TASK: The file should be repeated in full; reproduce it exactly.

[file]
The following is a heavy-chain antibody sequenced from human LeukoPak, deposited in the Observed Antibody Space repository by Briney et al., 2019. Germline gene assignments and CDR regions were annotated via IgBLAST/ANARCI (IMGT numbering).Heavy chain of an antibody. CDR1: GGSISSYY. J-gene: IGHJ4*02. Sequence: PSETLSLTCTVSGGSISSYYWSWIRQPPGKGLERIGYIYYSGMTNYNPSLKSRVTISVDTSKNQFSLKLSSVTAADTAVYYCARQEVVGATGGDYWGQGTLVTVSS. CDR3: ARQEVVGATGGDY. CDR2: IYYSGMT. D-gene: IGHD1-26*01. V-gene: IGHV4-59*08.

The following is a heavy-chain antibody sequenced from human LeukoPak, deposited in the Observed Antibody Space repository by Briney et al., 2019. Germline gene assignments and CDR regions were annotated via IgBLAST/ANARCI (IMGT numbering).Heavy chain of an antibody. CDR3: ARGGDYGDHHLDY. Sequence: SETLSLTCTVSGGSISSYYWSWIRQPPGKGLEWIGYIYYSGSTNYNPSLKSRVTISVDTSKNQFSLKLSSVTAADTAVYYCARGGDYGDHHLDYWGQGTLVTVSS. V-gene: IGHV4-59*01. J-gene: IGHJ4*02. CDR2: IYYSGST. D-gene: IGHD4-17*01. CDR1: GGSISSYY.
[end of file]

The following is a heavy-chain antibody sequenced from human LeukoPak, deposited in the Observed Antibody Space repository by Briney et al., 2019. Germline gene assignments and CDR regions were annotated via IgBLAST/ANARCI (IMGT numbering).Heavy chain of an antibody. CDR1: GGSISSYY. J-gene: IGHJ4*02. Sequence: PSETLSLTCTVSGGSISSYYWSWIRQPPGKGLERIGYIYYSGMTNYNPSLKSRVTISVDTSKNQFSLKLSSVTAADTAVYYCARQEVVGATGGDYWGQGTLVTVSS. CDR3: ARQEVVGATGGDY. CDR2: IYYSGMT. D-gene: IGHD1-26*01. V-gene: IGHV4-59*08.

The following is a heavy-chain antibody sequenced from human LeukoPak, deposited in the Observed Antibody Space repository by Briney et al., 2019. Germline gene assignments and CDR regions were annotated via IgBLAST/ANARCI (IMGT numbering).Heavy chain of an antibody. CDR3: ARGGDYGDHHLDY. Sequence: SETLSLTCTVSGGSISSYYWSWIRQPPGKGLEWIGYIYYSGSTNYNPSLKSRVTISVDTSKNQFSLKLSSVTAADTAVYYCARGGDYGDHHLDYWGQGTLVTVSS. V-gene: IGHV4-59*01. J-gene: IGHJ4*02. CDR2: IYYSGST. D-gene: IGHD4-17*01. CDR1: GGSISSYY.